Alice in Wonderland in Words of One Syllable/Chapter 10


CHAPTER X.

THE LOB-STER DANCE.

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The Mock Tur-tle sighed, looked at Al-ice and tried to speak, but for a min-ute or two sobs choked his voice. "Same as if he had a bone in his throat," said the Gry-phon, and set to work to shake him and punch him in the back. At last the Mock Tur-tle found his voice and with tears run-ning down his cheeks, he went on:

"You may not have lived much in the sea"——("I have-n't," said Al-ice) "so you can not know what a fine thing a Lob-ster Dance is!"

"No," said Al-ice. "What sort of a dance is it?"

"Why," said the Gry-phon, "you first form in a line on the sea-shore——"

"Two lines!" cried the Mock Tur-tle. "Seals, tur-tles, and so on; then when you've cleared all the small fish out of the way——"

"That takes some time," put in the Gry-phon.

"You move to the front twice——"

"Each with a lob-ster by his side!" cried the Gry-phon.

"Of course," the Mock Tur-tle said: "move to the front twice——"

"Change and come back in same way," said the Gry-phon.

"Then, you know," the Mock Tur-tle went on, "you throw the——"

"The lob-sters!" shout-ed the Gry-phon, with a bound in-to the air.

"As far out to sea as you can——"

"Swim out for them," screamed the Gry-phon.

"Turn heels o-ver head in the sea!" cried the Mock Tur-tle.

"Change a-gain!" yelled the Gry-phon at the top of his voice.

"Then back to land, and—that's all the first part," said the Mock Tur-tle.

Both the Gry-phon and the Mock Tur-tle had jumped a-bout like mad things all this time. Now they sat down quite sad and still, and looked at Al-ice.

"It must be a pret-ty dance," said Al-ice.

"Would you like to see some of it?" asked the Mock Tur-tle.

"Oh, yes," she said.

"Come, let's try the first part!" said the Mock Tur-tle to the Gry-phon. "We can do it without lob-sters, you know. Which shall sing?"

"Oh, you sing," said the Gry-phon. "I don't know the words."

So they danced round and round Al-ice, now and then tread-ing on her toes when they passed too close. They waved their fore paws to mark the time, while the Mock Tur-tle sang a queer kind of song, each verse of which end-ed with these words:

"'Will you, won't you, will you, won't you, will you join the dance?
Will you, won't you, will you, won't you, won't you join the dance?'"

"Thank you, it's a fine dance to watch," said Al-ice, glad that it was o-ver at last.

"Now," said the Gry-phon, "tell us a-bout what you have seen and done in your life."

"I could tell you of the strange things I have seen to-day," said Al-ice, with some doubt as to their wish-ing to hear it.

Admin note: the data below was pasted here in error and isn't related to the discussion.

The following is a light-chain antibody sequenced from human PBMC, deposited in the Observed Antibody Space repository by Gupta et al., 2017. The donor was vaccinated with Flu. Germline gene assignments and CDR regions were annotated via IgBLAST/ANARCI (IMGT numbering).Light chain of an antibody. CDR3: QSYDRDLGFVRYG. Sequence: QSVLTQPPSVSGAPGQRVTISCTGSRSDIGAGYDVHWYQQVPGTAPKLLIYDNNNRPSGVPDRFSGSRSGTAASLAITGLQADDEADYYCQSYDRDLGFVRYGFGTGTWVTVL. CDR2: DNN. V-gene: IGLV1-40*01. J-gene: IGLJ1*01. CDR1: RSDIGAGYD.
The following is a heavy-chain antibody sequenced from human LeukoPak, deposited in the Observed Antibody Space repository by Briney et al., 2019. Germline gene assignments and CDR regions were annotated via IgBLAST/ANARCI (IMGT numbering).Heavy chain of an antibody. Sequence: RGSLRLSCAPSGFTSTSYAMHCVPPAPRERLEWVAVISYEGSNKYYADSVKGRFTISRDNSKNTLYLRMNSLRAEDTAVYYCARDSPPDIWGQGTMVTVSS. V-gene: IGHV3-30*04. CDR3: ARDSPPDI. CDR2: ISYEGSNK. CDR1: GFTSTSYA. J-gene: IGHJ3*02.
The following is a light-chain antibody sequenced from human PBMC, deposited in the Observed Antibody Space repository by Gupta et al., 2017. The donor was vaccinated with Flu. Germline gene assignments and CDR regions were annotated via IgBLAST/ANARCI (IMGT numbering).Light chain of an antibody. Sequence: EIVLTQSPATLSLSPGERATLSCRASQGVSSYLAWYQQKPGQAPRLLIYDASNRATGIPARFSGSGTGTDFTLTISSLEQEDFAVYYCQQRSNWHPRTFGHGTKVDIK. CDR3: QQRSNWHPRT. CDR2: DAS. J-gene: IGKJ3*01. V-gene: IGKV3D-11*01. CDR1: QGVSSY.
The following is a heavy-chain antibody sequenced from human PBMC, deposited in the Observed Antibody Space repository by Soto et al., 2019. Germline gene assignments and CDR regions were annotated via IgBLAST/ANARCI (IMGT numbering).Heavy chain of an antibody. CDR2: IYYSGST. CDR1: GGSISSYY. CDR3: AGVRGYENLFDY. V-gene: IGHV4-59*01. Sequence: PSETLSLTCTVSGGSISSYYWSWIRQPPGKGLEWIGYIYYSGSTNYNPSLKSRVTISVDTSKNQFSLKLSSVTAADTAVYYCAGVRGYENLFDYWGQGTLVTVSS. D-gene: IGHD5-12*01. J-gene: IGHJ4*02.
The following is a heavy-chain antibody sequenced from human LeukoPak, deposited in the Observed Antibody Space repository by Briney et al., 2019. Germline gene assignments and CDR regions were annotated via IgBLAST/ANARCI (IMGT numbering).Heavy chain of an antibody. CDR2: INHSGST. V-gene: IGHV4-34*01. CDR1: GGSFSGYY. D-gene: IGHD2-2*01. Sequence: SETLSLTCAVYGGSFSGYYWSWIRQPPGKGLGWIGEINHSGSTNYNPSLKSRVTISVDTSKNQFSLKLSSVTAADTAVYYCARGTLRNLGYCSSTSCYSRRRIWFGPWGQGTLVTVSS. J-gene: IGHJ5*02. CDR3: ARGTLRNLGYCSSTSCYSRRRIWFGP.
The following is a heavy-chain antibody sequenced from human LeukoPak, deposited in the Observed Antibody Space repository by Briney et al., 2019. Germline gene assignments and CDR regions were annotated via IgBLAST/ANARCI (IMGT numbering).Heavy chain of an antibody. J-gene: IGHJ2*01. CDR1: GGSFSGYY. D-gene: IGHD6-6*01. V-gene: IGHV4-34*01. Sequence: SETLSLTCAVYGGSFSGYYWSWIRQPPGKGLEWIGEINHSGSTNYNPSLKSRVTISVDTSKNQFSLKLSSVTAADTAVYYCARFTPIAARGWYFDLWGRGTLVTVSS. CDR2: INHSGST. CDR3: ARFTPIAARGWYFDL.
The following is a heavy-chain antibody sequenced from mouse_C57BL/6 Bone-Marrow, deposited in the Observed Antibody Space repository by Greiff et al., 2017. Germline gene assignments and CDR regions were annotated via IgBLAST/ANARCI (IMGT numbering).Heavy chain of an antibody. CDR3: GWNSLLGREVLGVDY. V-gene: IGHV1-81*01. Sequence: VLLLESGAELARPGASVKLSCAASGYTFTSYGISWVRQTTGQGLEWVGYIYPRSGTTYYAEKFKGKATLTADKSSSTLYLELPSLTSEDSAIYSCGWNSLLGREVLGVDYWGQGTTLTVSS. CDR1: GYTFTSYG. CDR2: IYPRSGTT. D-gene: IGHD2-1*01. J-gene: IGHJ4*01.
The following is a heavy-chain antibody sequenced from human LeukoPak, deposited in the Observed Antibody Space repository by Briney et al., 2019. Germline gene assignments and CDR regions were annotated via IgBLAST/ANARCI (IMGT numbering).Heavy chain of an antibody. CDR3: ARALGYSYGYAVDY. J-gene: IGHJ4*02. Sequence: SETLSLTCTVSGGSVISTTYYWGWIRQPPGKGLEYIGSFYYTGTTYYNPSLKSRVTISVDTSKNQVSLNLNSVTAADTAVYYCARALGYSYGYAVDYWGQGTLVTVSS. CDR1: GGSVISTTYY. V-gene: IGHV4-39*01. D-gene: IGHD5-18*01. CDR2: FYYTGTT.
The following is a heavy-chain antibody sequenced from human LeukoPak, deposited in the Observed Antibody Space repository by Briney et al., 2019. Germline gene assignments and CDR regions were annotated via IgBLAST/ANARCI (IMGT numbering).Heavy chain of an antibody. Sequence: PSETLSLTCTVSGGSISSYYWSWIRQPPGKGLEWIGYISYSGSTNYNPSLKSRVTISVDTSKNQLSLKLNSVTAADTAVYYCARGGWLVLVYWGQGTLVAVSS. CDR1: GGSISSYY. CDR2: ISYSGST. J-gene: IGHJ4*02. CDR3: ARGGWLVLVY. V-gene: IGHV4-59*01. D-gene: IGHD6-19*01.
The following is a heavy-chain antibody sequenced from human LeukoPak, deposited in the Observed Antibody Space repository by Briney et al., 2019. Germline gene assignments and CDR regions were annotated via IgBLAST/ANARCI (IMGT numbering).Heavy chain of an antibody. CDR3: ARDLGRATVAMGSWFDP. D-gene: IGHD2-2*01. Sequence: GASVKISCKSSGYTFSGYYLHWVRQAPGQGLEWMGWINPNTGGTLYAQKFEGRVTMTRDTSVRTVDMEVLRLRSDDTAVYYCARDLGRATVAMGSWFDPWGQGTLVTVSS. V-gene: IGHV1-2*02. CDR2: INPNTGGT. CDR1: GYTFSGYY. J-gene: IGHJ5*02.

"All right, go on," they both cried.

So Al-ice told them what she had been through that day, from the time when she first saw the White Rab-bit. They came up quite close to her, one on each side, and sat still till she got to the part where she tried to say, "You are old, Fath-er Wil-liam," and the words all came wrong. Then the Mock Tur-tle drew a long breath and said, "That's quite strange!"

"It's all as strange as it can be," said the Gry-phon.

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"It all came wrong!" the Mock Tur-tle said, while he seemed to be in deep thought. "I should like to hear her try to say some-thing now. Tell her to be-gin." He looked at the Gry-phon as if he thought it had the right to make Al-ice do as it pleased.

"Stand up and say, 'Tis the voice of the Slug-gard,'" said the Gry-phon.

"How they do try to make one do things!" thought Al-ice. "I might just as well be at school at once." She stood up and tried to re-peat it, but her head was so full of the Lob-ster Dance, that she didn't know what she was say-ing, and the words all came ver-y queer, in-deed:

"'Tis the voice of the lob-ster; I heard him de-clare,
'You have baked me too brown, I must su-gar my hair.'
As a duck with its eye-lids, so he with his nose
Trims his belt and his but-tons, and turns out his toes."

"That's not the way I used to say it when I was a child," said the Gry-phon.

"Well, I never heard it before," said the Mock Tur-tle, "but there's no sense in it at all."

Al-ice did not speak; she sat down with her face in her hands, and thought, "Will things nev-er be as they used to an-y more?"

"I should like you to tell what it means," said the Mock Tur-tle.

"She can't do that," said the Gry-phon. "Go on with the next verse."

"But his toes?" the Mock Tur-tle went on. "How could he turn them out with his nose, you know?"

"Go on with the next verse," the Gry-phon said once more; "it begins 'I passed by his gar-den.'"

Al-ice thought she must do as she was told, though she felt sure it would all come wrong, and she went on:

"I passed by his gar-den and marked with one eye,
How the owl and the oys-ter were shar-ing the pie."


"What is the use of say-ing all that stuff!" the Mock Tur-tle broke in, "if you don't tell what it means as you go on? I tell you it is all non-sense."

"Yes, I think you might as well leave off," said the Gry-phon, and Al-ice was but too glad to do so.

"Shall we try the Lob-ster dance once more?" the Gry-phon went on, "or would you like the Mock Tur-tle to sing you a song?"

"Oh, a song please, if the Mock Tur-tle would be so kind," Al-ice said with so much zest that the Gry-phon threw back his head and said, "Hm! Well, each one to his own taste. Sing her 'Tur-tle Soup,' will you, old fel-low?"

The Mock Tur-tle heaved a deep sigh, and in a voice choked with sobs, be-gan his song, but just then the cry of "The tri-al is on!" was heard a long way off.

"Come on," cried the Gry-phon. He took her by the hand, ran off, and did not wait to hear the song.

"What trial is it?" Al-ice pant-ed as she ran, but the Gry-phon on-ly said, "Come on!" and still ran as fast as he could.